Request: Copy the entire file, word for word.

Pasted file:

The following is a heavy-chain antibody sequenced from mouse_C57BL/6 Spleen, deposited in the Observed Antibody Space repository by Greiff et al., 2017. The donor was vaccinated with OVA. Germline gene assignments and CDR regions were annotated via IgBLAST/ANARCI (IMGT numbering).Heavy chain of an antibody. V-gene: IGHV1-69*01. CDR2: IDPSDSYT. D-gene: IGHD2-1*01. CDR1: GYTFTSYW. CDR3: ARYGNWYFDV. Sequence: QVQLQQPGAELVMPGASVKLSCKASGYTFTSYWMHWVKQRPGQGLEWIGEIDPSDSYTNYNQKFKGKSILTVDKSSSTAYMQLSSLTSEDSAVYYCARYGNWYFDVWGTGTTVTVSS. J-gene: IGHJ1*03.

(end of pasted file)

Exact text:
The following is a heavy-chain antibody sequenced from mouse_C57BL/6 Spleen, deposited in the Observed Antibody Space repository by Greiff et al., 2017. The donor was vaccinated with OVA. Germline gene assignments and CDR regions were annotated via IgBLAST/ANARCI (IMGT numbering).Heavy chain of an antibody. V-gene: IGHV1-69*01. CDR2: IDPSDSYT. D-gene: IGHD2-1*01. CDR1: GYTFTSYW. CDR3: ARYGNWYFDV. Sequence: QVQLQQPGAELVMPGASVKLSCKASGYTFTSYWMHWVKQRPGQGLEWIGEIDPSDSYTNYNQKFKGKSILTVDKSSSTAYMQLSSLTSEDSAVYYCARYGNWYFDVWGTGTTVTVSS. J-gene: IGHJ1*03.